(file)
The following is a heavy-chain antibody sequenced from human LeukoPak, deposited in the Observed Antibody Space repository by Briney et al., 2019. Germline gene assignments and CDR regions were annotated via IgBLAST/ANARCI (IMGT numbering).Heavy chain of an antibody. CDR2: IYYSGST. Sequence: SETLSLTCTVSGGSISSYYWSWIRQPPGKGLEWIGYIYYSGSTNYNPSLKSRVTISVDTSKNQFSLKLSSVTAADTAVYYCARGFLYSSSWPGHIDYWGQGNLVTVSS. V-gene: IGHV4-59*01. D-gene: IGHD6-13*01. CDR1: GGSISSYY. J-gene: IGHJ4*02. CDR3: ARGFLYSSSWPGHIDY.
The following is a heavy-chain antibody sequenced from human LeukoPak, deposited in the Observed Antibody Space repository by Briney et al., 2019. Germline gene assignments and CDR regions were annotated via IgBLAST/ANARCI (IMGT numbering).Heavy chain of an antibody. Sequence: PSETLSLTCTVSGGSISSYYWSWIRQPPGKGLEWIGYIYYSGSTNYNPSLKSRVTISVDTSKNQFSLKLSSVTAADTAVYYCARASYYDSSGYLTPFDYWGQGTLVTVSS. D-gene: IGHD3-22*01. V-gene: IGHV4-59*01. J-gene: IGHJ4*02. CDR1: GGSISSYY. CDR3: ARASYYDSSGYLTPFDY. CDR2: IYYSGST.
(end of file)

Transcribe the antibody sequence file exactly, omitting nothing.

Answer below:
The following is a heavy-chain antibody sequenced from human LeukoPak, deposited in the Observed Antibody Space repository by Briney et al., 2019. Germline gene assignments and CDR regions were annotated via IgBLAST/ANARCI (IMGT numbering).Heavy chain of an antibody. CDR2: IYYSGST. Sequence: SETLSLTCTVSGGSISSYYWSWIRQPPGKGLEWIGYIYYSGSTNYNPSLKSRVTISVDTSKNQFSLKLSSVTAADTAVYYCARGFLYSSSWPGHIDYWGQGNLVTVSS. V-gene: IGHV4-59*01. D-gene: IGHD6-13*01. CDR1: GGSISSYY. J-gene: IGHJ4*02. CDR3: ARGFLYSSSWPGHIDY.
The following is a heavy-chain antibody sequenced from human LeukoPak, deposited in the Observed Antibody Space repository by Briney et al., 2019. Germline gene assignments and CDR regions were annotated via IgBLAST/ANARCI (IMGT numbering).Heavy chain of an antibody. Sequence: PSETLSLTCTVSGGSISSYYWSWIRQPPGKGLEWIGYIYYSGSTNYNPSLKSRVTISVDTSKNQFSLKLSSVTAADTAVYYCARASYYDSSGYLTPFDYWGQGTLVTVSS. D-gene: IGHD3-22*01. V-gene: IGHV4-59*01. J-gene: IGHJ4*02. CDR1: GGSISSYY. CDR3: ARASYYDSSGYLTPFDY. CDR2: IYYSGST.